The Election of Miguel Díaz-Canel and the Future of Cuba

BY MILO KAHNEY

Miguel Diaz-Canel(Alexandre Meneghini/Reuters)

For the first time in six decades, Cuba will have a leader not named Castro. On April 19, Cuba’s National Assembly elected Miguel Díaz-Canel to succeed Raul Castro, younger brother of revolutionary Fidel Castro, as president. The vote was a whopping 603 to 1, demonstrating that this election is just a continuation of the Castro regime’s policies. 86-year old Raul Castro will  still wield considerable power and the Castro dynasty is far from over. Díaz-Canel was handpicked by Castro himself, and members of the Castro family still hold powerful positions in the Cuban government. In fact, according to Juan Carlos Hidalgo of the CATO institute, Raul Castro’s son, Alejandro Castro Espin, is expected to take over in 2021.

Cuba has long been isolated from the United States. When Fidel Castro overthrew the U.S.-backed Batista regime on New Year’s day 1959, as depicted brilliantly in the Godfather Part II, there was some hope that the United States and the Castro-led Cuba could have a working relationship. Castro visited the U.S. and met with then-Vice President Richard Nixon. These hopes quickly evaporated, however, when Cuba came into the Soviet Union’s sphere of influence. The tension climaxed in 1962 with the Cuban Missile Crisis, when the world was on the brink of nuclear warfare. Severe sanctions by the NATO powers followed, and with the dissolution  of the U.S.S.R in the 1980s, coupled with disastrous economic reforms, Cuba’s economy stagnated. Some of Fidel’s reforms, however, have been impressive. Cuba boasts of one of the highest literacy rates in the world thanks to their expansive education system, which  continues to churn out doctors and engineers. They also have a universal health care system that is one of the best in the western Hemisphere, and an  infant mortality rate  lower than  the U.S. The main problem however, is the lack of high paying jobs and the government’s overwhelming economic control.

Cuba, under Raul, has opened itself up to the private market which is minimal but growing because it provides an avenue for people to make decent wages. Two-thirds of Cubans employed by the government make a meager $30 a month. As of now cab drivers, who work for private entities, make more than government-employed doctors. The Communist  Party of Cuba has repeatedly rejected change in a rapidly transformative world. Cuba also has had a myriad of human rights abuses, especially when it comes to their LBGTQ citizens. Castro was also known for his liberal use of libel laws when it came to silencing dissent, and the international community has taken notice. But this does not mean that the U.S. does not still trade with countries with limited freedom and human rights abuses, like Saudi Arabia and China. Cuba and the U.S. have had a tumultuous history, but the Cold War has been over for a long time.

Former President Barack Obama and President Raul Castro had made significant strides towards easing tensions. When Obama visited in 2016, he became  the first sitting U.S. president to visit the Caribbean country since President Calvin Coolidge in 1928. For his part, Castro also lifted some limitations on the internet restrictions, though  Cuba is still far from having an open internet. He also introduced some market reforms including allowing Cubans to buy and sell property and own cell phones.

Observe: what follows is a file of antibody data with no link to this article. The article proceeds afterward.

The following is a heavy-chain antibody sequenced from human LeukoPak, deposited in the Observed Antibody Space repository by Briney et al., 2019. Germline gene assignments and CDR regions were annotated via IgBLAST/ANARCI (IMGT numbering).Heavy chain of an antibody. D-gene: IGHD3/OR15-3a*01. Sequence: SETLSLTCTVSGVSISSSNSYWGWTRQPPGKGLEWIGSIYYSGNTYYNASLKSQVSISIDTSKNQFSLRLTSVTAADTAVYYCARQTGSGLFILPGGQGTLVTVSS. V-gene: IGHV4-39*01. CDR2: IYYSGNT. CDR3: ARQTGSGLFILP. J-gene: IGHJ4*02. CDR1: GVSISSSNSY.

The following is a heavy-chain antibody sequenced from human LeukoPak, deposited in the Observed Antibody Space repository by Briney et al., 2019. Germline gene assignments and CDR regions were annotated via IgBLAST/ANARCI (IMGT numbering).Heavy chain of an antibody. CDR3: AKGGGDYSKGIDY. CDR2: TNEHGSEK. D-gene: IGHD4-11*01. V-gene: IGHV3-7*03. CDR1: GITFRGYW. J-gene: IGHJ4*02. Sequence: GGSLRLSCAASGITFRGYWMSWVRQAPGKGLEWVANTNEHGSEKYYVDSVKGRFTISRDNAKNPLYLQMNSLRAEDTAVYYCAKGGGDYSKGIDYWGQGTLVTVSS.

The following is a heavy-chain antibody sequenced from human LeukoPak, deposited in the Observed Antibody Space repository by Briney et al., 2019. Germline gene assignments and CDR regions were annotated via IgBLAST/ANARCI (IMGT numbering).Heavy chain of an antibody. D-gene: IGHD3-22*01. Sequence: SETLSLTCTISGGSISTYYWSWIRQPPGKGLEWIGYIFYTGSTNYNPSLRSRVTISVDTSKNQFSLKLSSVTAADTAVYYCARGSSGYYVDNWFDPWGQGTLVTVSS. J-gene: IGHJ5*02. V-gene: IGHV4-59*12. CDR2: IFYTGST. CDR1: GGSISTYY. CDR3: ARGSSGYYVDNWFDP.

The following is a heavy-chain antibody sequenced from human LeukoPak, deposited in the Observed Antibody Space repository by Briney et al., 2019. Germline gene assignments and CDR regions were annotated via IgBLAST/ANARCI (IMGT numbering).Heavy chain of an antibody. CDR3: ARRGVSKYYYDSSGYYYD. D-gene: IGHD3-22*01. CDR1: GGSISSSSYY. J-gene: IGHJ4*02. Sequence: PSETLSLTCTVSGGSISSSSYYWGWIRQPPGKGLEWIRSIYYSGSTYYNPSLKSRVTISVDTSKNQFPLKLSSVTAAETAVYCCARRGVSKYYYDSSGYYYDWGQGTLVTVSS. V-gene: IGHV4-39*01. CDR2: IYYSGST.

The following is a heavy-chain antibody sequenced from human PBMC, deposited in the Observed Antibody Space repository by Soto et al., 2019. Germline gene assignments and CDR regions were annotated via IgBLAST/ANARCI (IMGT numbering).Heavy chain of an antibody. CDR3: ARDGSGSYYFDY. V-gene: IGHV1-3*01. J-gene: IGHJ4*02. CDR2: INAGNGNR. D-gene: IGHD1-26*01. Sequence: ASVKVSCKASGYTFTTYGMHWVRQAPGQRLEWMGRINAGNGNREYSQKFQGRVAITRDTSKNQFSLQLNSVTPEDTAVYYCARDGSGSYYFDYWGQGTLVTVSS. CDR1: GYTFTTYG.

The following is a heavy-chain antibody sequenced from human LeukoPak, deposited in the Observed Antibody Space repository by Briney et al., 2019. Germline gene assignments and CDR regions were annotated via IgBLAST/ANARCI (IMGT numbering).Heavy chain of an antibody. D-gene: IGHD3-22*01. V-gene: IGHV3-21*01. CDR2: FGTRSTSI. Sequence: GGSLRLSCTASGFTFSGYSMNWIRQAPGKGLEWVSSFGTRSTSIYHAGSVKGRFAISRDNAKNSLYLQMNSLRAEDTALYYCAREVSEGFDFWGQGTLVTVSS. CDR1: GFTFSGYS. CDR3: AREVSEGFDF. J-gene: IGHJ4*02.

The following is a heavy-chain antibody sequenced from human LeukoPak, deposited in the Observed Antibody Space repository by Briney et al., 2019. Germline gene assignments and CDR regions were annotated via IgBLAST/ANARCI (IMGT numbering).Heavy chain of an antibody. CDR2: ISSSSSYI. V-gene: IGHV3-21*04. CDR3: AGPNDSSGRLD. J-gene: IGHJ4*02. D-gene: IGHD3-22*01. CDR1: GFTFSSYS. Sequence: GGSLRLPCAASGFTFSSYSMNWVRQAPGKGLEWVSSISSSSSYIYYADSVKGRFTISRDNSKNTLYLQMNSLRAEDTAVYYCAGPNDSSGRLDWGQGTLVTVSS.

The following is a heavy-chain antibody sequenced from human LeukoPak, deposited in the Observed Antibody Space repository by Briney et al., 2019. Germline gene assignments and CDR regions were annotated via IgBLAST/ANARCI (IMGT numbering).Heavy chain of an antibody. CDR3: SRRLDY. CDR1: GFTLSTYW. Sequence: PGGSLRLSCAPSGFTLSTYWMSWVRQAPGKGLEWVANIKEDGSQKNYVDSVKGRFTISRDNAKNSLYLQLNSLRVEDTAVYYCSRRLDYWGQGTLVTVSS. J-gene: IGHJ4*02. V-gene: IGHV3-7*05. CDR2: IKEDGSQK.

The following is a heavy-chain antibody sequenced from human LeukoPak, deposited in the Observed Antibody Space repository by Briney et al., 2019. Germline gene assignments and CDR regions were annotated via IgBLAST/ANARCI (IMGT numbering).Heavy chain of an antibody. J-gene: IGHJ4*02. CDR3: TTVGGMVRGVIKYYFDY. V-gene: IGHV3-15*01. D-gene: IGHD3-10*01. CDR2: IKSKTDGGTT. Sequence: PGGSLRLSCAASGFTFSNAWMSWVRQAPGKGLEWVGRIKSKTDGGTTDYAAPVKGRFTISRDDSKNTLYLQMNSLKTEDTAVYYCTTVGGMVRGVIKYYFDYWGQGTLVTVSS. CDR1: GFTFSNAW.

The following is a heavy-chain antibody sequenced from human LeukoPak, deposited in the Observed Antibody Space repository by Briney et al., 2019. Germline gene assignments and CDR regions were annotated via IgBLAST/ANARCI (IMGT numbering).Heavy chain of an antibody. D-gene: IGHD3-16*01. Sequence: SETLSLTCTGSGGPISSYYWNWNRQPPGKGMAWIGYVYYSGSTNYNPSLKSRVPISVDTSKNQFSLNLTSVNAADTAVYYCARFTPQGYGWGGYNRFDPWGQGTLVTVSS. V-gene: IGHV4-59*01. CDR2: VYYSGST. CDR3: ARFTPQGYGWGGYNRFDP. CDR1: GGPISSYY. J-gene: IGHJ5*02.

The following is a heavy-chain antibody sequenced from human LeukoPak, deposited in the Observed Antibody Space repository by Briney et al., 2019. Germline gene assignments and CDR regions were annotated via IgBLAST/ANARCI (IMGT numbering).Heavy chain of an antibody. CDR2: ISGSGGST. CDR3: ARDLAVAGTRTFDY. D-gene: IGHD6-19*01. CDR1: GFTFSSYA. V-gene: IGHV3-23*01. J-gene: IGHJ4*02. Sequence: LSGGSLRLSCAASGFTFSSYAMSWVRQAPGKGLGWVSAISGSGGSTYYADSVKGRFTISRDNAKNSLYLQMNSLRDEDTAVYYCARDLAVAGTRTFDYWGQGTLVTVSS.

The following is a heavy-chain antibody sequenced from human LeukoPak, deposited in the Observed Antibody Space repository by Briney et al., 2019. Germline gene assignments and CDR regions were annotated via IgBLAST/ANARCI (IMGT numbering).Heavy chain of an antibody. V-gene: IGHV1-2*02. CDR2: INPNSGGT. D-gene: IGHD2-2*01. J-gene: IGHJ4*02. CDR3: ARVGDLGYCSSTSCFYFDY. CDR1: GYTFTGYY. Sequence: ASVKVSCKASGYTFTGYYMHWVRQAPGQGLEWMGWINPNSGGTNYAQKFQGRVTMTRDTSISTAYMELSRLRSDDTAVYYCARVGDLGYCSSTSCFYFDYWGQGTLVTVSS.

Obama and Castro signed bilateral agreements that covered subjects ranging from immigration to drugs to marine conservation. But perhaps more significantly, he brought hope. This stage of détente was a big deal in the U.S., and massive in Cuba, where they are desperate for relief and see the embargo as a relic of the Cold War. Lots of people, both in Cuba and even the U.S., are tired of the sanctions. Cubans want relief from a stagnant economy, and Americans want to drink Cuba’s rum, smoke their cigars, visit their beaches, and for many Cuban-Americans, see their families for the first time. Forgiveness, for the first time ever, was looking hopeful.

Then came Donald Trump.

Trump’s limited, isolationist view of the world promised to backtrack on progress in U.S.-Cuban relations. Trump has pulled the United States out of international agreements like the Trans-Pacific Partnership and the Paris Climate Agreement. Trump has restricted all travel to Cuba besides those affiliated with an official tour group. Any direct investment in Cuba that may be seen as aiding the  Cuban military is also prohibited. This has stalled foreign investment and further created a culture of mistrust in Cuba.

Little is expected to change with the assent of Miguel Díaz-Canel to the presidency. Díaz-Canel should be viewed as a continuation, not as a transition. Cubans could expect some mild economic reforms, but, for the most part, the political system will remain closed off. The Castro political apparatus is still very much in place, and Trump is unlikely to change any of his policies towards Cuba. As long as the Castros hold political influence and Trump is in office, Cuban-American relations will always be strained.

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